Church HistoryMinistry

The anatomy of an Anglican service: Why Do We Sing Together?

People from all four corners of the earth love to sing. Some of us are better at it than others, but needing to be good at it doesn’t stop my friend James[1] from singing loudly and off-key! But why do we sing? And why do we sing in church? I want to share four reasons why we sing together: because of the gospel, because of Scripture, because we are human, and because of each other.

1) Because of the gospel

The arrival of Jesus Christ rekindled the hope of the Old Testament. His life, death, resurrection and ascension accomplished God’s plans and purposes to enthrone his Christ as Lord of all. Jesus made possible the forgiveness of sins and brought about the offer of eternal life and adoption as God’s children. To grasp and rely on these truths of the gospel is to be filled with joy because we have been forgiven, we have been adopted, and we hope for new life. It is out of this great joy, in the midst of whatever trouble or pain we may face, that we sing. We can sing in the face of pain. We sing for joy because of Christ and the hope he has given us. He has set us free, he has dealt with our sin and defeated death, and he reigns. We sing because of the gospel, because singing reflects our joy of being known and loved by God.

2) Because of Scripture

We also sing because of Scripture. The Bible itself exhorts us to sing, such as in Colossians 3:16:

Let the word of Christ dwell in you richly, teaching and admonishing one another in all wisdom, singing psalms and hymns and spiritual songs, with thankfulness in your hearts to God. And whatever you do, in word or deed, do everything in the name of the Lord Jesus, giving thanks to God the Father through him.

Scripture exhorts us to sing, but more than that, Scripture shows us how to sing. When Israel had escaped the warriors of Egypt, they sang. From Exodus 15:1,

Then Moses and the people of Israel sang this song to the Lord, saying,

“I will sing to the Lord, for he has triumphed gloriously;
the horse and his rider he has thrown into the sea”.

When Mary visits Elizabeth and rejoices with her, she sang. From Luke 1:46,

And Mary said,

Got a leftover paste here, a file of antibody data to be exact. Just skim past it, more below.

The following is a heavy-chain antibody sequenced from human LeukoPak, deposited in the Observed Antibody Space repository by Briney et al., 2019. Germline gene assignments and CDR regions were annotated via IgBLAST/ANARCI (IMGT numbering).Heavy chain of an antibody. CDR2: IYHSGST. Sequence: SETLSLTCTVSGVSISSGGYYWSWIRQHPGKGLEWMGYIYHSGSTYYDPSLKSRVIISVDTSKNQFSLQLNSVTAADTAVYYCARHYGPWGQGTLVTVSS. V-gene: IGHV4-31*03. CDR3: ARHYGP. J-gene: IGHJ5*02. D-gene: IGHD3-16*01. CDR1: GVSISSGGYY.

“My soul magnifies the Lord,
and my spirit rejoices in God my Saviour”.

It is right to sing, especially when we recognise what God has done for us in the gospel. It is right to sing because Scripture exhorts us to sing in thankful response to God and shows us that singing is an appropriate response to God’s grace and mercy shown to us.

3) Because we are human

We sing because we are God’s creatures, made and loved by him. We are not God; we respond to God and singing is an act of response. We are humans who have been created with voice boxes and ear drums to enable this response to happen. We sing because we are physical, because we are embodied. Singing captures our entire being as we use our bodies to produce sounds of thanksgiving in song. Singing engages our emotions and stirs our souls. We feel the rhythm and the rhyme. We are physical and embodied creatures made to love and serve God in thankful response to him. Singing draws together our entire embodied humanity into the truths we are proclaiming in song.

Our bodies are affirmed in the gospel as Jesus Christ rose bodily from the dead. This is crucial to recognise, especially in the context of a fallen and sinful humanity. Sin breaks and damages our bodily ability to respond in thankfulness to God. But in the gospel we have hope of bodily renewal, and in some sense we taste this future reality when we sing and feel deep joy for what Christ has done for us. We sing because we are human.

4) Because of each other

Lastly, we sing because we are a community of believers. Singing is a one-another activity. An opportunity for God’s gathered community to minister to, exhort, and admonish each other. It is one of the best ways we can value the body of Christ, allowing all to sing to one another. When speaking about gathering in 1 Corinthians 14:40, Paul says: “But all things should be done decently and in order.” Coming together and singing the same words to the same tune and same rhythm beautifully reflects Paul’s desire for orderly gatherings of Christians. We sing because of each other, because it is the orderly way of ministering to and exhorting one another when we gather together.

Some implications

So, we sing because of the gospel, because of Scripture, because we are human, and because of each other. Singing at chapel or church is not about me. It’s about God, his gospel, and proclaiming that to one another in an orderly and embodied way. Practically that means four things.

First, it means the band is there to support the vocal activity of God’s people in their singing. Second, the importance of the song leader is relativised because we put a premium on the whole voice of the congregation. Third, the instruments are not louder than our voices, because we want to hear one another proclaiming truths to the glory of God. Fourth, the band should facilitate our melody and rhythm in a cooperative and helpful way, complementing our voices.

We sing at church because of the gospel, because of Scripture, because we are human, and because of each other.

[1] Not real name.